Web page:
Maybe a more successful use of that sort of analogy is an earlier article of his on Microfeedbacks - breaking the monolith. Here the comparison is between monolithic code and modular or micro services code on the technical side, and on the people side, yearly or quarterly performance evaluations versus lots of small frequent feedback. Again, lots of small inputs is much more valuable - and easier! And less stressful! - than waiting three or twelve months and having a Big Deal conversation.
Related to the micro feedbacks post - this isn’t new but it was recently pointed out to me - a very short but effective set of google slides on the importance of small frequent feedback, Some Ad-Hoc thoughts about PIPs by Roy Rapoport who writes well on these topics. I wish there was a similar example for positive feedback, which is at least as and arguably more important than negative. A more serious responsibility of a team leader than catching mistakes on any particular task is helping your team members excel and grow. One important way of doing that is, when someone does something well, giving immediate positive feedback with enough detail that they can do it well again. People learn do get really good at things through guided practice; it’s your job do provide some of that guiding through positive feedback.
6 Tips on How to Say No To Customers - Sharon Moorhouse, Intercom
We work closely with researchers, and that can make it hard to say no to a feature request. This article walks through the process, which is normally pretty routine but can run the risk of leaving hurt feelings. The tips most relevant to us are:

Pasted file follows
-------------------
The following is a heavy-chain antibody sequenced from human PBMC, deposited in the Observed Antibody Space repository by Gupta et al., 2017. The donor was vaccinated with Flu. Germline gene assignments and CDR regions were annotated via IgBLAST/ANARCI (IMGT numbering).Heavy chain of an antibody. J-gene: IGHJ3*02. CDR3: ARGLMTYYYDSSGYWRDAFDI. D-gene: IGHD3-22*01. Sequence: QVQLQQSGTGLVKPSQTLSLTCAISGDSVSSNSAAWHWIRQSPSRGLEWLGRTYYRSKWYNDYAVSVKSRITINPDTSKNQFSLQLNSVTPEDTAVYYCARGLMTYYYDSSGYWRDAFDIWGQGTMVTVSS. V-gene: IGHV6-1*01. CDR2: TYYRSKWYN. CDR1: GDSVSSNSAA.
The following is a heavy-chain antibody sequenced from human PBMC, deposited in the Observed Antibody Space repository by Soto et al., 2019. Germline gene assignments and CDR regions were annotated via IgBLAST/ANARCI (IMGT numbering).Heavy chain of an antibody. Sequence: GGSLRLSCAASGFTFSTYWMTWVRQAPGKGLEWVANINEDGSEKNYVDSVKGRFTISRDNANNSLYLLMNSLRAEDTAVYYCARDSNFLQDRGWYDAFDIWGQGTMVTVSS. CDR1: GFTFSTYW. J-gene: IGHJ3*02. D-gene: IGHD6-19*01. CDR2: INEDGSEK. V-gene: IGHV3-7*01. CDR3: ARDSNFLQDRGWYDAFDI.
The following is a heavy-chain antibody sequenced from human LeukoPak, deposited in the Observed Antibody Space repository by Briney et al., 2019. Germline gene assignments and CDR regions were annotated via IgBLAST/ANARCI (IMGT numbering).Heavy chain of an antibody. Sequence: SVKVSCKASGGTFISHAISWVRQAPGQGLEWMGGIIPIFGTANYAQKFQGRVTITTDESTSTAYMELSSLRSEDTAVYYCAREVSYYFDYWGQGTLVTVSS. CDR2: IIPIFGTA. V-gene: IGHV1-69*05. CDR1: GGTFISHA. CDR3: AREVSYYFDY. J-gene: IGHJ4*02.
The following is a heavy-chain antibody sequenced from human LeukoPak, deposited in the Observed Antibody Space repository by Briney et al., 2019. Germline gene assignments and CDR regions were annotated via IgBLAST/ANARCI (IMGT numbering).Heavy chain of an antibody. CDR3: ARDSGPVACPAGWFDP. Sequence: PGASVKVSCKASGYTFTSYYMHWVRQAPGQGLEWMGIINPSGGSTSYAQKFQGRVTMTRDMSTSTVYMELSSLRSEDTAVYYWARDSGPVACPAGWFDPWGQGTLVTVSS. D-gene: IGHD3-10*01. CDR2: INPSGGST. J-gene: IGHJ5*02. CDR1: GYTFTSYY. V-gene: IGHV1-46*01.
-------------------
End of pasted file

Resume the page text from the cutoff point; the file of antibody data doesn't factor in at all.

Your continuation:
Involve the (researcher) in finding another solution
Focus on the job to be done, not the `no’
Understand both sides
It’s ok to lose a user
Of course, to say no (or even worse, yes!) to a change request from a user can really get you in trouble if you don’t have a clear picture of where the product is going, what its purpose is, and what is in and out of scope. Mathais Meyer writes about drafting such a strategy when coming in to a team for the first time; there are also approaches for more rigorously deciding what decisions to take with data and experiments. Whether it comes from those approaches or from an original product vision, saying yes and no to suggestions is a lot easier when you know where you’re going.
Want to see how the NSA teaches Python programming? It’s disappointingly mundane.
I remember being surprised by what one could do at the command line with
join; it turns out
xsv will let you do simple SQL operations like join on CSV files as John Cook reminds us.
Today I learned that Intel’s Clear Linux apparently performs really well even on underpowered AMD hardware, not that I’ve ever been much of a Linux on the laptop type.